| 2010 |
Junior High School No 1
“Little old church” is the commonly used name for the synagogue in Szydłowiec. The building is located in Garbarska Street, next to the edifice in which Nuta Ajzenberg, the synagogue’s builder, ran a tannery. At the turn of the 17th and 18th centuries, Jewish population was a significant element of Szydłowiec’s society, and in the 19th and at the beginning of the 20th century it dominated over the town’s Polish population. Aside from business, Jews led very active religious, cultural and political lives. Szydłowiec boasted two synagogues, a mikveh, a cheder, and two cemeteries. This community ceased to exist on January 13, 1943 when the last Jews were transported from Szydłowiec to the death camps in Treblinka. What’s left of them are documents in archives and historians’ compilations, and in Szydłowiec itself: hundreds of inscribed headstones made of local sandstone, as well as the mikveh and the synagogue.
Thanks to the help of Forum for Dialogue educators, the students had an opportunity to learn terms related to Jewish culture, which made them realise that the “little old church” is not actually a church, but a synagogue. Basing on the information and skills learnt during the School of Dialogue workshops, the students were able to get to know more about the pre-war history of their town and its Jewish community. To learn more on the subject they asked their former class tutor, Ms Sława Lorenc-Hanusz, for help, and they also consulted a local historian and interviewed an elderly inhabitant of Szydłowiec.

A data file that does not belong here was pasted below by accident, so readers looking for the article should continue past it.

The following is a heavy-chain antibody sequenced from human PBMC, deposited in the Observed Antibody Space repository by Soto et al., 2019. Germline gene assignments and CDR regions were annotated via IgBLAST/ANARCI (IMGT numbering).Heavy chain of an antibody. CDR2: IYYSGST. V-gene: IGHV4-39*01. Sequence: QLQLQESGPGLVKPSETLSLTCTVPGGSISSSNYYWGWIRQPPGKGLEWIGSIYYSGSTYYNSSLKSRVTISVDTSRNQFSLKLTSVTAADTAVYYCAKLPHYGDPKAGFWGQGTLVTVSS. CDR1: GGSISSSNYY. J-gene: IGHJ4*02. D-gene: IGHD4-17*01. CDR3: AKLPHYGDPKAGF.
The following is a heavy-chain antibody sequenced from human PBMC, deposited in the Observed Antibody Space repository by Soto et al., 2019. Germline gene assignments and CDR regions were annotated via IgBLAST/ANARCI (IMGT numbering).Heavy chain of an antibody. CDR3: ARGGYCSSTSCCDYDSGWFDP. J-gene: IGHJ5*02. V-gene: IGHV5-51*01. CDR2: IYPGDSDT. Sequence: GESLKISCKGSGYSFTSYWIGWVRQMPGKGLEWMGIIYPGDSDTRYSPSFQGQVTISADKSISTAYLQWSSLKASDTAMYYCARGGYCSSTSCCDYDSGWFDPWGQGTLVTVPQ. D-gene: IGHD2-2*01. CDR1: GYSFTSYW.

Next, the students guided their younger colleagues from school to the most important spots related to the Jewish history of Szydłowiec. To present the pre-war shape of the town the students gathered extensive photo materials. Focusing for a moment on the black-and-white photographs, one could see girls in white dresses in front of a Jewish photo atelier, horse-drawn carriages in Szydłowiec’s town square, boys in a loom workshop, older Jews sitting on their houses’ thresholds, as well as younger Jews curiously watching the photographer.
The individual stops along the walking tour were located in places where Bergman the Jew’s mill, Redlich’s factory, the depot square, and the castle used to be.
The students discussed old Jewish education system in Poland, the ghetto in Szydłowiec, and the deportation of the Jews from the town. The Jewish cemetery, voluntarily cleaned by the students a little earlier, was an important stop along the itinerary. The purpose of the stroll was not only to learn the places related to the Jewish community, but also to make the participants aware of the significant role played by this community in the town’s life.
Junior High School No 1
3rd year students
Sława Lorenc-Hanusz, Jadwiga Sochacka
Magda Maślak, Jarek Ziółkowski
In appreciation to Friends of the Forum for supporting the School of Dialogue educational program.